Domination tends to look easy in Formula One, but Lewis Hamilton’s peerless Spanish Grand Prix victory wasn’t the effortless parade the TV cameras made it out to be.
Formula One arrived in Barcelona with electricity in the air. Only last month the paddock had been wondering aloud whether anyone could beat Mercedes in 2020, but after Max Verstappen’s breakthrough win at tyre-destroying Silverstone one week earlier, optimism had taken hold that the championship was about to break open.
Two weeks in a row Mercedes had struggled with tyre wear through a combination of Silverstone’s high-downforce demands and stiflingly hot weather.
This article originally appeared in The Phuket News.
With the Circuit de Barcelona-Catalunya another high-downforce track basking in Spanish summer sunshine, conditions appeared conducive to a repeat.
Indeed on the evidence of practice Red Bull Racing would again hold a pace advantage in race trim, even if no-one would be able to touch the Mercedes machines in qualifying. The game seemed on.
Verstappen, starting third, jumped Valtteri Bottas for second off the line and clung close to Hamilton, doing exactly as he needed to have a chance to claim back-to-back victories.
But the dream lasted only 10 laps. Having worn in the delicate soft tyres, Hamilton put his foot down.
Verstappen tried to follow, but his Red Bull machine couldn’t keep up. After another 10 laps the gap had grown from 1.5 seconds to more than 7.1, and while the Briton was massaging more pace from his tyres, his Dutch pursuer was complaining the life had left his.
Hope fading fast, Verstappen scrambled back to the pits for a harder tyre. Hamilton did likewise, but after another 10 laps the cycle repeated, and the Mercedes bolted again.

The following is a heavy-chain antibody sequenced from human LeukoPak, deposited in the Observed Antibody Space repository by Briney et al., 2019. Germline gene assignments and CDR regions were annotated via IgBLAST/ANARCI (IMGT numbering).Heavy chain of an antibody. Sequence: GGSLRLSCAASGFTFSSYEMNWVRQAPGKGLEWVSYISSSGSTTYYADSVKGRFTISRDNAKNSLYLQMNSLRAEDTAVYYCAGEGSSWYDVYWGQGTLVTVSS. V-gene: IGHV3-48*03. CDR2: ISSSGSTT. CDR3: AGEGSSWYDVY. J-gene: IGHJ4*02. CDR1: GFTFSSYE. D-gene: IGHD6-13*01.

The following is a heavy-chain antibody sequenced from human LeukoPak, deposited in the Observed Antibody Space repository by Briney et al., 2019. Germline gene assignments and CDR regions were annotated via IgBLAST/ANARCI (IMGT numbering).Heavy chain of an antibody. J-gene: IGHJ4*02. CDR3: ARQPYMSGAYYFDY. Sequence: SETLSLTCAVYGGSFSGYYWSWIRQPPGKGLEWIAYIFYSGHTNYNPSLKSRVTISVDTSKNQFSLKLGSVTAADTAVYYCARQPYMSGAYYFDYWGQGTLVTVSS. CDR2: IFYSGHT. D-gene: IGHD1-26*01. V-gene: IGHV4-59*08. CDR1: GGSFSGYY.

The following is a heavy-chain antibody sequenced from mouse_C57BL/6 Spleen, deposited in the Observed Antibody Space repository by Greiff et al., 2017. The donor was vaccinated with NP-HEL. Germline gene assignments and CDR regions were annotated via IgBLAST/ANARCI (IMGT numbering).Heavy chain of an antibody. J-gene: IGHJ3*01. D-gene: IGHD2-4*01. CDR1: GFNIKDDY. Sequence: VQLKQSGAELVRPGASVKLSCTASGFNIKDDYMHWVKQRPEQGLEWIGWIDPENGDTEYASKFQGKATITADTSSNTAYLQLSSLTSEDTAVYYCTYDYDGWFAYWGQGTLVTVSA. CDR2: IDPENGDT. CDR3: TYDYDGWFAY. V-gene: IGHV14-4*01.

Inexorably his lead grew, slowly at first but by the end of the stint by as much as 1.5 seconds a lap.
Verstappen’s chase was finished, but Hamilton wasn’t yet done. The older his worn tyres became—the same compound that devastatingly blistered on his car only one week earlier—the faster he became.
Quicker and quicker, his lead reached almost half a minute when he took the chequered flag.
“I was just in a daze out there,” he said after the race. “I didn’t even know it was the last lap at the end. That’s how zoned in I was. I was ready to keep going.
“We all try for perfection, and it’s not always easy to deliver like that, but … I think today is right up there with some of the best [drives] that I’ve personally felt I’ve done.
“I was in a perfect zone, and that’s the zone that I dream of being in.”
From the outside it looked easy, but on the inside Hamilton’s race was the battle of maintaining the optimal balance between performance and management, between putting his foot down and spending wisely his resources.
It was a masterclass in race craft on a level no other driver could access — just ask Valtteri Bottas, 44 seconds down the road.
But if pre-race optimists had failed to take into account Hamilton’s virtues behind the wheel, they were naive to think Mercedes couldn’t rebound from failure.
Never in the F1’s turbo-hybrid era has the six-time constructors champion shown a consistent weakness, and there was an indicative zeal among the team to return to base after its rare loss at Silverstone and learn where the car had fallen short.
Within only four days the turnaround had been emphatic.
“Bring on the heat!” Mercedes boss Toto Wolff bellowed amid the post-race celebrations.
The heat isn’t to be feared in Formula One; only the unstoppable combination of Mercedes and Lewis Hamilton.